Executive Summary

  • Schools are one of the most consistently attacked sectors, accounting for nearly 75% of all ransomware cases in 2020
  • Student data is some of the most valuable data for hackers
  • Leakage of that data exposes schools to violations of FERPA, among other issues
  • A solution that secures the entire suite of apps used in the classroom today is essential to protect against data leakage and prevent FERPA violations


Educators hold tons of sensitive information about students. From birthdays to allergies, medical conditions to family histories, educators are tasked with ingesting this information for all their students and then protecting it from getting out.

The law that governs it is called the Family Educational Rights and Privacy Act, or FERPA. Since the law was first introduced in 1974, a lot has changed. Now, teachers and educators have tons of tools at their disposal to share information.

In the era of remote schooling, that’s been essential. What’s made more dangerous, however, is the potential leakage of information. 

Educational information isn’t just shared via email. It’s on Microsoft Teams and Zoom, Google Drive and Dropbox. Every school district has expanded its suites—meaning there’s more room for error. With teachers and students balancing learning from home with other responsibilities, accidental sharing of personal information is more likely. 

That’s a problem because schools are consistently one of the most attacked sectors. According to one report, ransomware attacks on schools increased by 388% in the third quarter. In 2020, 1,681 schools and universities were hit with ransomware, accounting for nearly 75% of all reported ransomware cases in the US

The Fairfax County School District in Virginia, the tenth-largest in the country, was also hit with a ransomware attack. In North Carolina, the Haywood schools had to close for an entire week in August due to a cyber-attack; it was the fifth in the state experienced in 2020. In 2019, there was just one. 

In Hartford, Connecticut, the first day of in-person and remote school was delayed after a ransomware attack. 

The school system in Yazoo County, Mississippi reported that it paid $300,000 to a company to help recover stolen data. 

Schools don’t just have snow days. They have ransomware days. 

Attackers are looking for all the rich data that schools hold. Social security numbers; addresses; medical information—it’s all there.

There are common-sense things to keep in mind when dealing with FERPA. First, teachers and administrators shouldn’t send grades or other non-directory information such as disciplinary history or social security information via email. Programs that a school doesn’t have a contract with shouldn’t be used.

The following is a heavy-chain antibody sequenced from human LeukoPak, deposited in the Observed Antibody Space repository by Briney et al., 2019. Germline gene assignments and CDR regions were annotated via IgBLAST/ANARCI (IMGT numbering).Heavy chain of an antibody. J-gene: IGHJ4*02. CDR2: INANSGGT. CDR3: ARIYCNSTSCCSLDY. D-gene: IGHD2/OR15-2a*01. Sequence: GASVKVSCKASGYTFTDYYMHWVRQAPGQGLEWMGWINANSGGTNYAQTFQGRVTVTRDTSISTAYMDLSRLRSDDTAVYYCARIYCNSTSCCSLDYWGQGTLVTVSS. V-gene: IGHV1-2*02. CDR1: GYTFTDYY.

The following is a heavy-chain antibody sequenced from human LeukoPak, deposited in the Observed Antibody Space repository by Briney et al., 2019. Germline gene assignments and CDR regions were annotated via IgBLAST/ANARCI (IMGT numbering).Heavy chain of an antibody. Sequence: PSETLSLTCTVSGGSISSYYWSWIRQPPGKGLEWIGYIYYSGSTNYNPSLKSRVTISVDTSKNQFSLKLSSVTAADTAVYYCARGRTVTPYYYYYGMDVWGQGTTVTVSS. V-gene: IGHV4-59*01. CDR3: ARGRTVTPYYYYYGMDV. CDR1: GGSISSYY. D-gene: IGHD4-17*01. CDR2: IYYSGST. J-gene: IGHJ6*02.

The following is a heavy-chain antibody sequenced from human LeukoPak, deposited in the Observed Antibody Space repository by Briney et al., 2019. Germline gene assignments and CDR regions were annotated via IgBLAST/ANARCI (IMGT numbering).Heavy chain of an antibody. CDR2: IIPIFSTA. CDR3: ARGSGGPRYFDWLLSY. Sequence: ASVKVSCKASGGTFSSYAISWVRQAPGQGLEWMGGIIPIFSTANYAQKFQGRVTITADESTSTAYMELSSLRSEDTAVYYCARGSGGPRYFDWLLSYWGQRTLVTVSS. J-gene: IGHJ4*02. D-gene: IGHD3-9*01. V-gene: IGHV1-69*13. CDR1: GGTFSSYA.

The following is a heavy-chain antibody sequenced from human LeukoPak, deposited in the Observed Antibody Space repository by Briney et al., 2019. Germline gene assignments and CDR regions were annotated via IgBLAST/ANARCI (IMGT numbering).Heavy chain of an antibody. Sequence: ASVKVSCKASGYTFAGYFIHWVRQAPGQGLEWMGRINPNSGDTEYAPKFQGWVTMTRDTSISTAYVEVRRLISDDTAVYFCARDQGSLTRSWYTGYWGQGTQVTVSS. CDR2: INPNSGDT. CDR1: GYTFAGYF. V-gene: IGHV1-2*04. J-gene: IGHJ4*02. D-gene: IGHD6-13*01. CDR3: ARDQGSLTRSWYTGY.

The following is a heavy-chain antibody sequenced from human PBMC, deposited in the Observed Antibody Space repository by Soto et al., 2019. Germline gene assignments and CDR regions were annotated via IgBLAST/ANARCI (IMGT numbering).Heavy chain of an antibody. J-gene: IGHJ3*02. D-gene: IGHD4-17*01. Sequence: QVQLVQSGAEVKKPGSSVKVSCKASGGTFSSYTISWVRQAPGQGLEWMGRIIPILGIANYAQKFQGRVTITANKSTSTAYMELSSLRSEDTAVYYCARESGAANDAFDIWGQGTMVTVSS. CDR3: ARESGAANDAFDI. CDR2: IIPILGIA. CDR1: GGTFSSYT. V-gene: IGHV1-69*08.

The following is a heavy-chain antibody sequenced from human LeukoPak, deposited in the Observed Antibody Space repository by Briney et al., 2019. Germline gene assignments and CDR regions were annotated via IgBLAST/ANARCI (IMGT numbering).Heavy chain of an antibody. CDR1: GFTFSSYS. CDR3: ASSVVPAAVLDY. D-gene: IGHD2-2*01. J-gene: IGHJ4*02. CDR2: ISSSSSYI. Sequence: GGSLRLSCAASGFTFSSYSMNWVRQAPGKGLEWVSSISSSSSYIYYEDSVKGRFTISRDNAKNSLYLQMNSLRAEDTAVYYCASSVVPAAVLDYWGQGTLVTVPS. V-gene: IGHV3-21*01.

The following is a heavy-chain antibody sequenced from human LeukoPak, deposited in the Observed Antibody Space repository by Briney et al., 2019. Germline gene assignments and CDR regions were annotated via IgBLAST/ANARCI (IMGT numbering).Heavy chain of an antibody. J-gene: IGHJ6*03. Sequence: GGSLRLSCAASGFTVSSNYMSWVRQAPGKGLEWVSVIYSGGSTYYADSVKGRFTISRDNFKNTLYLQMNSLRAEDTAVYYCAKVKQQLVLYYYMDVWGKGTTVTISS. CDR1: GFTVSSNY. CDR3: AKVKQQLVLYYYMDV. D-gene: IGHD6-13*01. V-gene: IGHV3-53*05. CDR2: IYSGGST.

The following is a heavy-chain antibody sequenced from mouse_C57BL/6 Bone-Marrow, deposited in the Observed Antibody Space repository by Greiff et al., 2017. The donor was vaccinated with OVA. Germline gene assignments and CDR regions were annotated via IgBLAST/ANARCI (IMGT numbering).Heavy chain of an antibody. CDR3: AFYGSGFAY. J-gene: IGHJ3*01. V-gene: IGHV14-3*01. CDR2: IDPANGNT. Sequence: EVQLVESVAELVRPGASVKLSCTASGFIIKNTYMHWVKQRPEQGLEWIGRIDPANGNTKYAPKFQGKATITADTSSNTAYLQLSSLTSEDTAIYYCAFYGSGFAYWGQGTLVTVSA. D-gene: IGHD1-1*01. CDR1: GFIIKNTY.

Those are good measures to prevent accidental sharing. 

But if there’s a compromise and bad actors are in the system, accidental sharing goes out the window.

The best way to prevent that from happening is to have proper email security. Most attacks start with email and it is the number one threat resulting in breaches. Some 91% of breaches start with email. The best way to stop data loss is to prevent your cloud accounts from being compromised. That starts with stopping phishing attacks.

Beyond that, implementing data loss prevention technology is critical. This gives admins the ability to inventory records and control how they are shared. And it ensures that sensitive information isn’t disclosed publicly. 

A strong DLP program will create and automate universal policies across multiple cloud applications, so as to control how files are shared amongst internal and external users.

This works in two ways. One, it stops accidental sharing of information. Consider the use case with one organization that has departments regulated by FERPA. Within days of deploying Avanan’s Data Protection, the organization saw a 30% improvement in the use of data encryption. Further, they worked with Avanan to create a custom policy. If users are properly protecting data, the system rewards the end-user. If an employee attempts to send sensitive data outside the organization, they are stopped and given notice. 

It’s also important to protect against outside actors. Should a hacker infiltrate the system, a DLP policy that’s already identified and marked files containing confidential, financial and personal information would come in handy. Additionally, watermarking and file retraction can provide audit trails and file controls long after a document has left the organization. 

Between hefty ransomware payments and potential Department of Education investigations, violating FERPA can have major repercussions.

Stopping malicious emails and securing data is more essential than ever. 

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